Use of "meet cute" situations

Certain movies are entirely driven by the meet-cute situation, and contrived circumstances throw the couple together for much of the screenplay. However, movies in which the contrived situation is the main feature, such as Some Like It Hot, rather than the romance being the main feature, are not considered "meet-cutes."

The use of the meet-cute is less marked in television series and novels, because these formats have more time to establish and develop romantic relationships. In situation comedies, relationships are static and meet-cute is not necessary, though flashbacks may recall one (The Dick Van Dyke Show, Mad About You) and lighter fare may require contrived romantic meetings.

The heyday of "meet cute" in films was during the Great Depression in the 1930s; screwball comedy films made a heavy use of contrived romantic "meet cutes," perhaps because the more rigid class consciousness and class divisions of this period made cross-social class romances into tantalizing fantasies.

While film critic Roger Ebert has popularized the term "meet cute" in his reviews of romantic comedies, the term is mostly used in the film and screenwriting industries, where it provides a convenient shorthand for screenwriters who are doing a very compressed pitch to a film production company.

In the film The Holiday (2006), Eli Wallach's character Arthur Abbott (a Hollywood screenwriter) described a meet-cute by saying "Say a man and a woman both need something to sleep in and both go to the same men's pajama department. The man says to the salesman, I just need bottoms, and the woman says, I just need a top. They look at each other and that's the meet-cute."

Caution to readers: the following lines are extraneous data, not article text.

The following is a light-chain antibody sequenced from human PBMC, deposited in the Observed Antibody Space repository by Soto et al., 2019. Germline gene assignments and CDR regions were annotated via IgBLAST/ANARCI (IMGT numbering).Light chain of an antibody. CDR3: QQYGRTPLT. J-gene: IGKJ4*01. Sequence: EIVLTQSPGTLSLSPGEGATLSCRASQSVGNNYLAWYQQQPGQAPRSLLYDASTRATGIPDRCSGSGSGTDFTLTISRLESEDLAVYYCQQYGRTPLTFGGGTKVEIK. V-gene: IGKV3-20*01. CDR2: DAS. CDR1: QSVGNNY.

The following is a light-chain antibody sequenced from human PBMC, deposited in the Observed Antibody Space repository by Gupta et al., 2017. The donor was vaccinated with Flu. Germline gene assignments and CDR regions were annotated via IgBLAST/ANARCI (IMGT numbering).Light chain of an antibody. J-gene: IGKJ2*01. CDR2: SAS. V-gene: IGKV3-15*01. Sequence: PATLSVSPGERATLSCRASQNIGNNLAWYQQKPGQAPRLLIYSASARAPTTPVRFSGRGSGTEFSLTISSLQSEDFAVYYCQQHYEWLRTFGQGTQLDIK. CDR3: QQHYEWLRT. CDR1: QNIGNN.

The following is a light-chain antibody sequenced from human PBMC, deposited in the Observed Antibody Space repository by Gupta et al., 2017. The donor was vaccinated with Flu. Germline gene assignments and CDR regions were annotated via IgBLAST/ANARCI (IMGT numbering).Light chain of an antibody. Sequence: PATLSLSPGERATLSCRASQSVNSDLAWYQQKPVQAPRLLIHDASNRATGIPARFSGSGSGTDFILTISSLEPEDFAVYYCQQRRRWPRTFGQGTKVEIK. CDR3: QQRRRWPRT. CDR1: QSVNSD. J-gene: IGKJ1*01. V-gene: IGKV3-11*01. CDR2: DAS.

Some Examples

Some Examples of couples "meeting cute" in romantic comedy films include:
  • It Happened One Night throws runaway heiress Ellie (Claudette Colbert) and world-weary ex-reporter Peter (Clark Gable) together in a dispute over the last seat on a bus.
  • In Bringing Up Baby, nervous paleontologist David (Cary Grant) finds that his golf ball and his car get inadvertently driven by strong-willed heiress Susan (Katharine Hepburn).
  • In Singin' in the Rain, the character played by Gene Kelly is running through the street to try to escape from his fans. He is jumping from the roofs of cars and taxis, and he accidentally lands into a woman's convertible (Debbie Reynolds). Even though they do not get along at first, a romance ensues.
  • In Notting Hill, the character played by Hugh Grant accidentally spills orange juice on the character played by Julia Roberts, which leads them into a conversation.
  • In Serendipity, the characters played by John Cusack and Kate Beckinsale coincidentally grab the same pair of gloves at a Bloomingdale's store.
  • In The Wedding Planner, the character played by Matthew McConaughey saves a woman's life (Jennifer Lopez) when a runaway dumpster is heading towards her.
  • In The Holiday, Kate Winslet's character and Jack Black's character "...meet cute after she swaps her London home for the Los Angeles digs" of the character played by Cameron Diaz)
More Filmbug  favorites:  Indiana Jones | Movie History | Blu-Ray | Movie Aspect Ratios | Film Noir | Movie Crew